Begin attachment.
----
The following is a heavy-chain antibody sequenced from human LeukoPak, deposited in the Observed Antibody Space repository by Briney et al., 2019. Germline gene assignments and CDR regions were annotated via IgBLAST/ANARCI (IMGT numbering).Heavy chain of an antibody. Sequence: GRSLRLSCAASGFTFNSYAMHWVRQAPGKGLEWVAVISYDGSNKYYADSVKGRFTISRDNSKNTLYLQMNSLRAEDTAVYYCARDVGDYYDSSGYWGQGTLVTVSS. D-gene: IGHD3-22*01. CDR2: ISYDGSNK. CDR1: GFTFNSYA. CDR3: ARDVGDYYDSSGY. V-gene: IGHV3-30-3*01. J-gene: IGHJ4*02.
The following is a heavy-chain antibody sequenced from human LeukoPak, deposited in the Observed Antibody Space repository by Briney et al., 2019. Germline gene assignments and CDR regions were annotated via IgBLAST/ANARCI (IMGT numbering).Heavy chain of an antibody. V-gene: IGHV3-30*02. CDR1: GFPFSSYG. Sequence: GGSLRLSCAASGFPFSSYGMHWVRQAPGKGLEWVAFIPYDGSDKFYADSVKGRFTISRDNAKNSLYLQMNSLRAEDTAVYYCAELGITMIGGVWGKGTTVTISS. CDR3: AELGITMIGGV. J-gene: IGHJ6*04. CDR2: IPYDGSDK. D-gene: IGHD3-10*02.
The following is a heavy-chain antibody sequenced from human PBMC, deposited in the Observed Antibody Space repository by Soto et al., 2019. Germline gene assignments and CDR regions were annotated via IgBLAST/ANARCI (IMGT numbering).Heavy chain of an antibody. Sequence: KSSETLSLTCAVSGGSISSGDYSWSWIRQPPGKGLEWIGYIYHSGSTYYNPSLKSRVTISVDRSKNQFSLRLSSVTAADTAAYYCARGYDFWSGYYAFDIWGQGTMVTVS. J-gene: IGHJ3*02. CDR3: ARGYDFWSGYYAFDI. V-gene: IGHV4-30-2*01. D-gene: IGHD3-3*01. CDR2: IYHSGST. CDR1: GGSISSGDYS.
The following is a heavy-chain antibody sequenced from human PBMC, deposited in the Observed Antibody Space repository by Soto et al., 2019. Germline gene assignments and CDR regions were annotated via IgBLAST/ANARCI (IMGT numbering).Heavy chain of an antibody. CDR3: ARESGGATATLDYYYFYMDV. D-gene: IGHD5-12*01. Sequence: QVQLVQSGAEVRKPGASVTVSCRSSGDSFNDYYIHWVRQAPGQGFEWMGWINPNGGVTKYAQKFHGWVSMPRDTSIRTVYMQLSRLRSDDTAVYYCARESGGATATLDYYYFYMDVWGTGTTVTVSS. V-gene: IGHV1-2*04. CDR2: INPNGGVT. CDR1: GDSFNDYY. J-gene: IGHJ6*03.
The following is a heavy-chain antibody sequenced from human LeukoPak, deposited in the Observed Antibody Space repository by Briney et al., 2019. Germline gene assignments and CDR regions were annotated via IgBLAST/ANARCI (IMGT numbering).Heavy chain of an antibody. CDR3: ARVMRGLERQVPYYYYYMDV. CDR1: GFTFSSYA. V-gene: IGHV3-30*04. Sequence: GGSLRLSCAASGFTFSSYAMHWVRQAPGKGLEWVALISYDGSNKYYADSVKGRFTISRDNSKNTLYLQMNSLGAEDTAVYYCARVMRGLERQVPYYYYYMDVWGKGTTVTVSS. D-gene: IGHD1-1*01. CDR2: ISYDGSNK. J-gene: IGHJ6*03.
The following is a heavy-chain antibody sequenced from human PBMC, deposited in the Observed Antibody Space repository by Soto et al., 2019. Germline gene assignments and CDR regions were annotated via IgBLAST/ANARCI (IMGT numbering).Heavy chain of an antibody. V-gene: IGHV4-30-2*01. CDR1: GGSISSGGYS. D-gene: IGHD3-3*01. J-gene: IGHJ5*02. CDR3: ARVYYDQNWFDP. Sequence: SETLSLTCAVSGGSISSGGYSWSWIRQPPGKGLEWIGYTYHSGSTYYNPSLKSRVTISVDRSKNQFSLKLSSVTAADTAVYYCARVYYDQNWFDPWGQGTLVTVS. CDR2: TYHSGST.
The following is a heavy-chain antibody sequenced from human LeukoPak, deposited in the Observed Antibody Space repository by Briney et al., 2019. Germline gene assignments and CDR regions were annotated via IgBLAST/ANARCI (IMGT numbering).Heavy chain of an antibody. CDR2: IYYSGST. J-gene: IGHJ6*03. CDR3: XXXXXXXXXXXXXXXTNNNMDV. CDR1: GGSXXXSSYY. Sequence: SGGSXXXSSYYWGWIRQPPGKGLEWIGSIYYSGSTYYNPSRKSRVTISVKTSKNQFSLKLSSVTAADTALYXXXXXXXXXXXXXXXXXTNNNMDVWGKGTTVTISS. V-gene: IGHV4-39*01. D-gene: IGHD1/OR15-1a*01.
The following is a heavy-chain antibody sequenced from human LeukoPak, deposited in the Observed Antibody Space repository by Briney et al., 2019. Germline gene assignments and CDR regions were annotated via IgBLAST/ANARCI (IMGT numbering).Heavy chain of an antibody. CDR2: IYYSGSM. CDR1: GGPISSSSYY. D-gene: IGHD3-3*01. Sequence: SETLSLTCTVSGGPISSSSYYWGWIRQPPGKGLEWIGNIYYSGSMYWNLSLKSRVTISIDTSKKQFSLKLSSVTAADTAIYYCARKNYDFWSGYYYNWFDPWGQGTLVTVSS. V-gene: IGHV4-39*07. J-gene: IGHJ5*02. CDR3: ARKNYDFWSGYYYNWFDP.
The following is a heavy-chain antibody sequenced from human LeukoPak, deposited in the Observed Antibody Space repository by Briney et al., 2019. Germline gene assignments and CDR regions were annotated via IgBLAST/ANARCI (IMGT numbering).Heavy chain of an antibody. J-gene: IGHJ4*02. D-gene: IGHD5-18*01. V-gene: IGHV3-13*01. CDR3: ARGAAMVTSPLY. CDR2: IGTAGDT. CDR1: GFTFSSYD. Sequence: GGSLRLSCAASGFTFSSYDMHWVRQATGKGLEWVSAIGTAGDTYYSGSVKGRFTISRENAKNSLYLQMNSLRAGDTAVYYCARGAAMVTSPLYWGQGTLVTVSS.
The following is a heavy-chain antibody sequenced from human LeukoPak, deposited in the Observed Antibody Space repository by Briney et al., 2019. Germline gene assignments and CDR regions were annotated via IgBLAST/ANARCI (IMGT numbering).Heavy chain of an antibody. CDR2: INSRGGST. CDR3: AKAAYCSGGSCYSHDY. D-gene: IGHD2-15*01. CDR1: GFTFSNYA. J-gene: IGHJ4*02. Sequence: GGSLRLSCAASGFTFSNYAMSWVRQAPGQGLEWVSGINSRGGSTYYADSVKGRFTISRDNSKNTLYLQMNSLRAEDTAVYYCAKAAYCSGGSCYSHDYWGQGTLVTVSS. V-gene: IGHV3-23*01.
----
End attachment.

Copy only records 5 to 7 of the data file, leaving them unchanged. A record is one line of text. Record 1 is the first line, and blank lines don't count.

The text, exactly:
The following is a heavy-chain antibody sequenced from human LeukoPak, deposited in the Observed Antibody Space repository by Briney et al., 2019. Germline gene assignments and CDR regions were annotated via IgBLAST/ANARCI (IMGT numbering).Heavy chain of an antibody. CDR3: ARVMRGLERQVPYYYYYMDV. CDR1: GFTFSSYA. V-gene: IGHV3-30*04. Sequence: GGSLRLSCAASGFTFSSYAMHWVRQAPGKGLEWVALISYDGSNKYYADSVKGRFTISRDNSKNTLYLQMNSLGAEDTAVYYCARVMRGLERQVPYYYYYMDVWGKGTTVTVSS. D-gene: IGHD1-1*01. CDR2: ISYDGSNK. J-gene: IGHJ6*03.
The following is a heavy-chain antibody sequenced from human PBMC, deposited in the Observed Antibody Space repository by Soto et al., 2019. Germline gene assignments and CDR regions were annotated via IgBLAST/ANARCI (IMGT numbering).Heavy chain of an antibody. V-gene: IGHV4-30-2*01. CDR1: GGSISSGGYS. D-gene: IGHD3-3*01. J-gene: IGHJ5*02. CDR3: ARVYYDQNWFDP. Sequence: SETLSLTCAVSGGSISSGGYSWSWIRQPPGKGLEWIGYTYHSGSTYYNPSLKSRVTISVDRSKNQFSLKLSSVTAADTAVYYCARVYYDQNWFDPWGQGTLVTVS. CDR2: TYHSGST.
The following is a heavy-chain antibody sequenced from human LeukoPak, deposited in the Observed Antibody Space repository by Briney et al., 2019. Germline gene assignments and CDR regions were annotated via IgBLAST/ANARCI (IMGT numbering).Heavy chain of an antibody. CDR2: IYYSGST. J-gene: IGHJ6*03. CDR3: XXXXXXXXXXXXXXXTNNNMDV. CDR1: GGSXXXSSYY. Sequence: SGGSXXXSSYYWGWIRQPPGKGLEWIGSIYYSGSTYYNPSRKSRVTISVKTSKNQFSLKLSSVTAADTALYXXXXXXXXXXXXXXXXXTNNNMDVWGKGTTVTISS. V-gene: IGHV4-39*01. D-gene: IGHD1/OR15-1a*01.